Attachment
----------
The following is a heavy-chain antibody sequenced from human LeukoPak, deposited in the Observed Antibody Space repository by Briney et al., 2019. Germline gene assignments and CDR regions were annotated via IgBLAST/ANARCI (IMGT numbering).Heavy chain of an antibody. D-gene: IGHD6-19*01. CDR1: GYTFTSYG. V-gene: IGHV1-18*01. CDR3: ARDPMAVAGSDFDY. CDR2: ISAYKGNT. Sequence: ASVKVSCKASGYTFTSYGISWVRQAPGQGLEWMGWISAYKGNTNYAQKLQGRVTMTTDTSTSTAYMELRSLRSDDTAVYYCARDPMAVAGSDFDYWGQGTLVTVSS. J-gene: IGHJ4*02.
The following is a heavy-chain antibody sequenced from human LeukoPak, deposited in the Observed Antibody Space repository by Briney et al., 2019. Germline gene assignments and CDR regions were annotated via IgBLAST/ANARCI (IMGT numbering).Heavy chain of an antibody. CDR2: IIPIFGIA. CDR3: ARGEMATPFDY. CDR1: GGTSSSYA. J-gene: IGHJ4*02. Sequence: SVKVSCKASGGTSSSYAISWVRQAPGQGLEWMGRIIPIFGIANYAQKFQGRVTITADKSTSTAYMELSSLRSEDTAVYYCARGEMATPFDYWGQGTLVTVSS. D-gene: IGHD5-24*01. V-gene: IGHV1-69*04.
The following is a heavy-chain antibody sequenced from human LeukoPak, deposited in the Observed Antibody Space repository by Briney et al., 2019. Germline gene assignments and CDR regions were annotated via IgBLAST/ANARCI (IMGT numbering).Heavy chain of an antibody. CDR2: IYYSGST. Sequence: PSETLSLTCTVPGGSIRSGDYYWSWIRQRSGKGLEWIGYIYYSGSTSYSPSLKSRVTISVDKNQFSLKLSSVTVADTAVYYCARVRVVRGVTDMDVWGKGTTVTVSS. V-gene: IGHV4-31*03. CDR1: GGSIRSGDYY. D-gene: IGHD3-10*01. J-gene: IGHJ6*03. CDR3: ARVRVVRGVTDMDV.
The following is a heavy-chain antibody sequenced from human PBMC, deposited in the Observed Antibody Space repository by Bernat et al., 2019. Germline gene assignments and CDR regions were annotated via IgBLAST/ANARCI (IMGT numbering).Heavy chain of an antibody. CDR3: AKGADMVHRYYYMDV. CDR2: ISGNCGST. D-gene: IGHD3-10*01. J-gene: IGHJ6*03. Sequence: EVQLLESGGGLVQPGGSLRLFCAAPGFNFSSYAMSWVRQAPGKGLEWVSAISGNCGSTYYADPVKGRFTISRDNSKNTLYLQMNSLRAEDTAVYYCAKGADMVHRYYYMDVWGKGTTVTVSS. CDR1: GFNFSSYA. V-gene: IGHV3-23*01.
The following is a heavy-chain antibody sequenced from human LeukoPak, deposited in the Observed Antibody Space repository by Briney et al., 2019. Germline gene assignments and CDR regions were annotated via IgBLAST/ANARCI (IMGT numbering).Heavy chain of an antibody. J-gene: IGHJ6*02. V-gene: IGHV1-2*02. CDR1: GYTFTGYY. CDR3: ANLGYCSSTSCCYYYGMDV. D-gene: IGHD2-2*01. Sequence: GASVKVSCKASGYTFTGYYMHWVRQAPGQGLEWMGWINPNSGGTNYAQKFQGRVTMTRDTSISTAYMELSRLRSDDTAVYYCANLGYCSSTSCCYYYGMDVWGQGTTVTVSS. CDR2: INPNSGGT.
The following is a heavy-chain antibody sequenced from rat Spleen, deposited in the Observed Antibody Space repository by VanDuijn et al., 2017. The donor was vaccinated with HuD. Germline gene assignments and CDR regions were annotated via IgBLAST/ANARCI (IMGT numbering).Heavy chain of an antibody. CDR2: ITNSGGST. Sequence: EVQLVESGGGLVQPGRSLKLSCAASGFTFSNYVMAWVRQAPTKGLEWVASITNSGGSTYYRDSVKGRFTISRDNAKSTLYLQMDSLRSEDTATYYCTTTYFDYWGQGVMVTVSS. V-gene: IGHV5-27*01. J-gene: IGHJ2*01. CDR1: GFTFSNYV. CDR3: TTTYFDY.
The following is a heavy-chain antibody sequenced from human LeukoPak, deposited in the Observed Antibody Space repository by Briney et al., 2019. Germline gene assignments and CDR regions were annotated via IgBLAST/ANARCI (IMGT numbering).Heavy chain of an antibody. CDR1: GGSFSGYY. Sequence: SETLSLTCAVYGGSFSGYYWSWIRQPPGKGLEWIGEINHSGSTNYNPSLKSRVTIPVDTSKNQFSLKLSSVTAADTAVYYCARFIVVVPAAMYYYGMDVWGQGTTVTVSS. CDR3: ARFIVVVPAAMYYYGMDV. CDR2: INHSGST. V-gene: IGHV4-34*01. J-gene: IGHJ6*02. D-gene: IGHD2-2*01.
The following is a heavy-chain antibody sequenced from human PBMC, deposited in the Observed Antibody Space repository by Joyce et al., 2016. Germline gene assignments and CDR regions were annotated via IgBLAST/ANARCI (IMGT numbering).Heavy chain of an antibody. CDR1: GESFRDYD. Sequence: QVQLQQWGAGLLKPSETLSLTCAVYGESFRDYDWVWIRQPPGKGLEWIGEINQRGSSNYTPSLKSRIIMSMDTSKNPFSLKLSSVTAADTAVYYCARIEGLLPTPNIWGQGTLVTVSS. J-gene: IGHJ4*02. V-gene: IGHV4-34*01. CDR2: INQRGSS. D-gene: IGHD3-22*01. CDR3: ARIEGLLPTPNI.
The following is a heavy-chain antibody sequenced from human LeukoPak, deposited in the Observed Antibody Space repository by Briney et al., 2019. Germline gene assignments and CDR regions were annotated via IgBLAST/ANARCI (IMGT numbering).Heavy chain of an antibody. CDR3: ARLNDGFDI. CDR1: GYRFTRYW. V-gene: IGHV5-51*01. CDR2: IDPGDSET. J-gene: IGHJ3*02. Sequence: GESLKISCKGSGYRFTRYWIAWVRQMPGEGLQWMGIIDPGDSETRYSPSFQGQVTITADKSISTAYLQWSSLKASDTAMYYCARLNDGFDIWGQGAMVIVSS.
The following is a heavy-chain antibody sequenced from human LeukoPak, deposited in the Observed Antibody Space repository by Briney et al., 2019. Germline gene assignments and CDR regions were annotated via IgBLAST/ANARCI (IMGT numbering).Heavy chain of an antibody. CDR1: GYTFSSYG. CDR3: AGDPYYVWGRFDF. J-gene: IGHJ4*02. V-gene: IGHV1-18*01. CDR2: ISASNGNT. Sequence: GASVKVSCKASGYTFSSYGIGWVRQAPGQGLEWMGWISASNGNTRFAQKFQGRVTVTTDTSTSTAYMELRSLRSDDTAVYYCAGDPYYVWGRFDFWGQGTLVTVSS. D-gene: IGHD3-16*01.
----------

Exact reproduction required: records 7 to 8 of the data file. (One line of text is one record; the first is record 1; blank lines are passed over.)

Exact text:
The following is a heavy-chain antibody sequenced from human LeukoPak, deposited in the Observed Antibody Space repository by Briney et al., 2019. Germline gene assignments and CDR regions were annotated via IgBLAST/ANARCI (IMGT numbering).Heavy chain of an antibody. CDR1: GGSFSGYY. Sequence: SETLSLTCAVYGGSFSGYYWSWIRQPPGKGLEWIGEINHSGSTNYNPSLKSRVTIPVDTSKNQFSLKLSSVTAADTAVYYCARFIVVVPAAMYYYGMDVWGQGTTVTVSS. CDR3: ARFIVVVPAAMYYYGMDV. CDR2: INHSGST. V-gene: IGHV4-34*01. J-gene: IGHJ6*02. D-gene: IGHD2-2*01.
The following is a heavy-chain antibody sequenced from human PBMC, deposited in the Observed Antibody Space repository by Joyce et al., 2016. Germline gene assignments and CDR regions were annotated via IgBLAST/ANARCI (IMGT numbering).Heavy chain of an antibody. CDR1: GESFRDYD. Sequence: QVQLQQWGAGLLKPSETLSLTCAVYGESFRDYDWVWIRQPPGKGLEWIGEINQRGSSNYTPSLKSRIIMSMDTSKNPFSLKLSSVTAADTAVYYCARIEGLLPTPNIWGQGTLVTVSS. J-gene: IGHJ4*02. V-gene: IGHV4-34*01. CDR2: INQRGSS. D-gene: IGHD3-22*01. CDR3: ARIEGLLPTPNI.